Working on the next generation of wearables at University of Cincinnati
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Working on the next generation of wearables at University of Cincinnati

par Lauren Dubinsky, Senior Reporter | February 20, 2018
Pathology Health IT
Latest generation of wearable sensor
in UC's Novel Devices Lab
A team at the University of Cincinnati’s Novel Devices Lab is working hard to create the next generation of wearable biosensors.

Jason Heikenfeld, director of the Novel Devices Lab, published a critical review of biosensor research this month in the journal Lab on a Chip that discussed scientific accomplishments in the field and the challenges that remain.

He explained that the skin can provide biosensors with misleading data because it harbors bacteria and salt from dried sweat. An effective biosensor needs to bend and stretch like skin as well as account for noise within the body and in the environment when tracking the heartbeat.

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Heikenfeld is also co-founder and chief science officer for a company that develops sweat biosensors called Eccrine Systems Inc. They are currently working on finding new ways to continuously track biometric information over time.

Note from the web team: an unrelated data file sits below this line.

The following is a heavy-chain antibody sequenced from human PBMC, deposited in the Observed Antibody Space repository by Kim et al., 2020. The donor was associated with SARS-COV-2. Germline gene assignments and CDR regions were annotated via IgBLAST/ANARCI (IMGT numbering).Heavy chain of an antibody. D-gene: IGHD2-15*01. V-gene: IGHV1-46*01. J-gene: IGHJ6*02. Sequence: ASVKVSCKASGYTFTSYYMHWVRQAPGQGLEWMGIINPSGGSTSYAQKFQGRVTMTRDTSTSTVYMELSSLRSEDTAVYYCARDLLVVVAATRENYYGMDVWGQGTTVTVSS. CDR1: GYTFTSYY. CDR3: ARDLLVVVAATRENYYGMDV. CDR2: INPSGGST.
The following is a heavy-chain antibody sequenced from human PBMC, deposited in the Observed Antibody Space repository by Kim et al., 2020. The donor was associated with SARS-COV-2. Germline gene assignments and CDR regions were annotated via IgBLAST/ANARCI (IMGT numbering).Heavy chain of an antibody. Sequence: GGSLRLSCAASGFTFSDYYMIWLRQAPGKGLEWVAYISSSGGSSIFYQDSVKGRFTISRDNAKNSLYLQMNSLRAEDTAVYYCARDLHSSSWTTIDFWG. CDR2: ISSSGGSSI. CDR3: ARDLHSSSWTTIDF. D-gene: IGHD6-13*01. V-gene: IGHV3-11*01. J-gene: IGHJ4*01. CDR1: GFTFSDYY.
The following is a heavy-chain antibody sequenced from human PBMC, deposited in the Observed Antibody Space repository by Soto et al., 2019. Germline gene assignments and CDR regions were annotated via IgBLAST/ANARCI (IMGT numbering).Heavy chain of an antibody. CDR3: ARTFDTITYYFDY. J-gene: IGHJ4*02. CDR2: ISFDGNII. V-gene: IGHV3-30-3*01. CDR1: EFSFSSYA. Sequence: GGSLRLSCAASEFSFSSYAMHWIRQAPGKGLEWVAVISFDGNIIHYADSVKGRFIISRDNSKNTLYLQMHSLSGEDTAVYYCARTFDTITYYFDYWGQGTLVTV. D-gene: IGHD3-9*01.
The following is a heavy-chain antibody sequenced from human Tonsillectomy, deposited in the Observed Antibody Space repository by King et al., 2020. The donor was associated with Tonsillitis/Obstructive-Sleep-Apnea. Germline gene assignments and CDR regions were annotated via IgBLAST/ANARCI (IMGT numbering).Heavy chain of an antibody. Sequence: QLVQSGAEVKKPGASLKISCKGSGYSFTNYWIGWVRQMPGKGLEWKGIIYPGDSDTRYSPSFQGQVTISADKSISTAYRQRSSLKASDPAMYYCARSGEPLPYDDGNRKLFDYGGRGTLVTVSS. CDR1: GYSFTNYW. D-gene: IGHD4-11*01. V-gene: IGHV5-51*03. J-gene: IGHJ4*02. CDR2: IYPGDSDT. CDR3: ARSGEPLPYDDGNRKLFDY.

“For wearables, it is about continuously accessing a tiny yet high-quality sample of biofluid (interstitial fluid, sweat, tears, saliva, etc.),” Heikenfeld, told HCB News. “This is a challenge in itself that can be plagued by contamination and other issues.”

He added that wearables collect biofluid in the form of microliters or nanoliters. Because of that, reliable sensors are needed that can continuously work with small sample volumes and not be degraded by the other chemicals in the biofluid.

The Novel Devices Lab team is working on devices the size of a Band-Aid that generate sweat on a tiny patch of skin and wick it away, to sensors that measure substances like glucose. The subject can remain in a resting state while that is happening.

“For sweat, it’s simple in theory but tough in practice. You need to get the sample immediately off the skin surface and quickly transport it to a sensor before the sample itself degrades,” said Heikenfeld. “In some cases, you need a sensor surface that can recognize the chemical analytes of interest over the huge number of other chemical analytes that are present.”

The team is also working on a noninvasive technique that makes sweat glands more permeable so that sensors can record more detailed data.

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